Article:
Never knowingly undersolved.

Financial Times N° 13, 897 by Armonie

Posted by PeterO on January 10th, 2012


Wandering from my usual Guardian beat, I find a puzzle by John Dawson, whom I know better as his alter ego Chifonie; the results are much the same, with straightforward clue construction, smooth surfaces and some ingenious misdirection. John Dawson gives his main interests as crosswords, music, and walking in the Lake District. Could one ask for anything more?

1. Victim is informal with heartless judge (8)
CASUALTY A charade of CASUAL (‘informal’) + T[r]Y (‘heartless judge’).
5. Violin fitted with new string (6)
STRAND An envelope (‘fitted with’) of N (‘new’) in STRAD ( Stradivarius, ‘violin’).
9. Worker troubled no master (8)
STOREMAN An anagram (‘troubled’) of ‘no master’.
10. Creative work found in resort in ancient Greece (6)
SPARTA An envelope (‘found in’) of ART (‘creative work’) in SPA (‘resort’).
12. Developed vital cure that’s profitable (9)
LUCRATIVE An anagram (‘developed’) of ‘vital cure’.
13. Fish smell loses its initial character (5)
TENCH A subtraction [s]TENCH (‘smell’ ‘losing its initial character’).
14. Bob Stein is conceited (4)
SMUG A charade of S (shilling, ‘bob’) + MUG (‘stein’).
16. Reject oily cheese cloth (7)
TAFFETA A charade of TAF, a reversal (‘reject’) of FAT (‘oily’) + FETA (‘cheese’).
19. Eagerly desirin’ a drug (7)
ASPIRIN ASPIRIN[g] (‘desirin’ with the g similarly dropped).
21. US president gets transport to hotel (4)
BUSH A charade of BUS (‘transport’) + H (‘hotel’). Take your choice.
24. Leave car with a jacket (5)
PARKA A charade of PARK (‘leave car’) + ‘a’.
25. Heave when swallowing fish supplement (9)
SURCHARGE An envelope (‘when swallowing’) of CHAR (‘fish’) in SURGE (‘heave’).
27. Turned and set free (6)
PUTRID A charade of PUT (‘set’) + RID (‘free’). Devious.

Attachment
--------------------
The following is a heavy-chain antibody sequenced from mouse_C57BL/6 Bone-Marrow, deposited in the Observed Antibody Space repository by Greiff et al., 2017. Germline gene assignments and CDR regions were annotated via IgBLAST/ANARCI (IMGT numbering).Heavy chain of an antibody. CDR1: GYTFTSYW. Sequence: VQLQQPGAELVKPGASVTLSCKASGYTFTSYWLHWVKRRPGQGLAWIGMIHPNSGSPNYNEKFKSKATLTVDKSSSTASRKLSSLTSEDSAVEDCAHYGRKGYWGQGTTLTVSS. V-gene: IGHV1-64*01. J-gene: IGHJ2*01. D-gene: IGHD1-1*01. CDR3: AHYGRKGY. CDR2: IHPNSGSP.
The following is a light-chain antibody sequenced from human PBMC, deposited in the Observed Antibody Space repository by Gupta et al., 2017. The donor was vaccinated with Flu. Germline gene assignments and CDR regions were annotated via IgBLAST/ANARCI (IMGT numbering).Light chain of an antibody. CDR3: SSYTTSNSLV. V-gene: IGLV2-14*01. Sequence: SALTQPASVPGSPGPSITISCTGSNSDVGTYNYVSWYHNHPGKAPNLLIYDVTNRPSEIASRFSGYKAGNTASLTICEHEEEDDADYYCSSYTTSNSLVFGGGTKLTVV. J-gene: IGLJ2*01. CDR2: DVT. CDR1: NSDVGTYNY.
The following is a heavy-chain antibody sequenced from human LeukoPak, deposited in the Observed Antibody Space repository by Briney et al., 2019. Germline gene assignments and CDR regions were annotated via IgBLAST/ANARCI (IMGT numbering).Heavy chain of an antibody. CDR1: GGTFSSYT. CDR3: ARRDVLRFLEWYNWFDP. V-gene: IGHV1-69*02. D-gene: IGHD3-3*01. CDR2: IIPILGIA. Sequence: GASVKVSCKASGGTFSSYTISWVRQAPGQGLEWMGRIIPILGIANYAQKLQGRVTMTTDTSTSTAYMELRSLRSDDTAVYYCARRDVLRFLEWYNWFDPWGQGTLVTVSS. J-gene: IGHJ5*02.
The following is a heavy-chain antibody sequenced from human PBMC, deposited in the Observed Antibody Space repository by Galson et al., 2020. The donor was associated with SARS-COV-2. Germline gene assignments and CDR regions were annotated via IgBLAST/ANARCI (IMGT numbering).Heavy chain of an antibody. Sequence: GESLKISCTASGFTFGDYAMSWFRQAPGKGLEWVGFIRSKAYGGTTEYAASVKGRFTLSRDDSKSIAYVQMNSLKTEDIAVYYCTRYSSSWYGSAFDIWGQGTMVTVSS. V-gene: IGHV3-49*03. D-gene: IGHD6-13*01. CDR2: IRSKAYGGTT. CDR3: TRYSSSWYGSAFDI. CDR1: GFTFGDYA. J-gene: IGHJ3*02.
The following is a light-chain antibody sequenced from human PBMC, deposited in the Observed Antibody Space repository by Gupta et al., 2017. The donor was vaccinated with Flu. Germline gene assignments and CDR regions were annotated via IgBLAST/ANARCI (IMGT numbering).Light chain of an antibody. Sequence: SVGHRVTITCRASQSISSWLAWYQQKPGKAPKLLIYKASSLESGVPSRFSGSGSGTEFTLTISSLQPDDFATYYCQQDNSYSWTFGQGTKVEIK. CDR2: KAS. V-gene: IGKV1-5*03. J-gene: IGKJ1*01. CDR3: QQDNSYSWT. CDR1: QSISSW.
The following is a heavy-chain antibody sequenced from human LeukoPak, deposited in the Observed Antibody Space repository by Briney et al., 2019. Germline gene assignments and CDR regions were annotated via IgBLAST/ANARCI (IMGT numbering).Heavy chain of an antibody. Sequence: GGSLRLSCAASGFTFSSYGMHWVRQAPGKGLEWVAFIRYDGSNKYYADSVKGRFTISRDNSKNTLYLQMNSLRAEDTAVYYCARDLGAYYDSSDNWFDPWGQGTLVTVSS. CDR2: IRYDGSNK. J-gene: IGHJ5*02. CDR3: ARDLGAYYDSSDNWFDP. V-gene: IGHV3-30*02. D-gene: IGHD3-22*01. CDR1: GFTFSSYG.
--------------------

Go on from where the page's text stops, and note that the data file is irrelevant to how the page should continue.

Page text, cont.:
28. Bureaucrat with a right to enter ministry (8)
MANDARIN An envelope (‘to enter’) of AND (‘with’) + ‘a’ + R (right’) in MIN (‘ministry’).
29. Climbed like a snake (6)
SCALED Double definition.
30. Logical ones dare change (8)
REASONED An anagram (‘changed’) of ‘ones dare’.
1. Keep lecturer in class (6)
CASTLE An envelope (‘in’) of L (‘lecturer’) in CASTE (‘class’). I recall a previous discussion as to whether a keep was a castle, or just part of one. Anyway, it’s in the right general area.
2. Put an end to good spirits (6)
SCOTCH Double definition. A value judgement here, but I would not quibble with it.
3. Some care naturally for The Ring (5)
ARENA A hidden answer (‘some’) in ‘cARE NAturally’.
4. Hunting down Tory leader’s sport (7)
TRACING A charade of T (‘Tory leader’) + RACING (‘sport’).
6. Give money to county officers (9)
TIPSTAFFS A charade of TIP (‘give money to’) + STAFFS (Staffordshire, ‘county’ of England). A tipstaff is a staff with a tip, or the officer (of a court, for example) who ceremonially carries – or carried – one.
7. A way to keep all one’s products organised (8)
ARRANGED An envelope (‘to keep’) of RANGE (‘all ones products’) in A RD (‘a way’).
8. Ed hated a fancy tie (4,4)
DEAD HEAT An anagram (‘fancy’) of ‘ed hated a’.
11. Knight in venture that’s dishonest (4)
BENT An envelope (‘in’) of N (‘knight’ in chess) in BET (‘venture’).
15. Soldier eats fish spread (9)
MARGARINE An envelope (‘eats’) of GAR (‘fish’) in MARINE (‘soldier’).
17. Instrument scans round barrel (8)
PANPIPES An envelope (’round’) of PIPE (‘barrel’ as a pipe of port; two hogsheads) in PANS (‘scans’).
18. Peter to rearrange a musical work (8)
OPERETTA An anagram (‘rearrange’) of ‘peter to’ + ‘a’.
20. Is aware of pronounced smell (4)
NOSE A homophone (‘pronounced’) of KNOWS (‘is aware of’).
21. Assault creates courtroom anger (7)
BARRAGE A charade of BAR (‘court’) + RAGE (‘anger’).
22. Boring spell in rehearsal (3,3)
DRY RUN A definition and literal interpretation: DRY (‘boring’) + RUN (‘spell’).
23. Fellow salesman’s up for a drink (6)
PERNOD A reversal (‘up’, in a down clue) of DON (‘fellow’) + REP (‘salesman’). Pernod is the trade name of an anise-flavoured cordial.
26. Pluto tolerated bridge opponents (5)
HADES A charade of HAD (‘tolerated’ – “I’ve had about enough of that”) + ES (East and South, ‘bridge opponents’). Hades is another name for Pluto, the Greek god of the underworld, as well as his dwelling place.

3 Responses to “Financial Times N° 13, 897 by Armonie”

  1. crypticsue says:

    This was a very nice crossword – all the cryptics today seem to be extremely user-friendly and entertaining at the same time. Thanks to Armonie and Peter too.

  2. MikeC says:

    Thumbs up from me, too. Thanks both.

  3. DROPO says:

    Yes, this is a good one – very nice indirection, of the sort where you slap your head at something that should have been so easy to see and really wasn’t.

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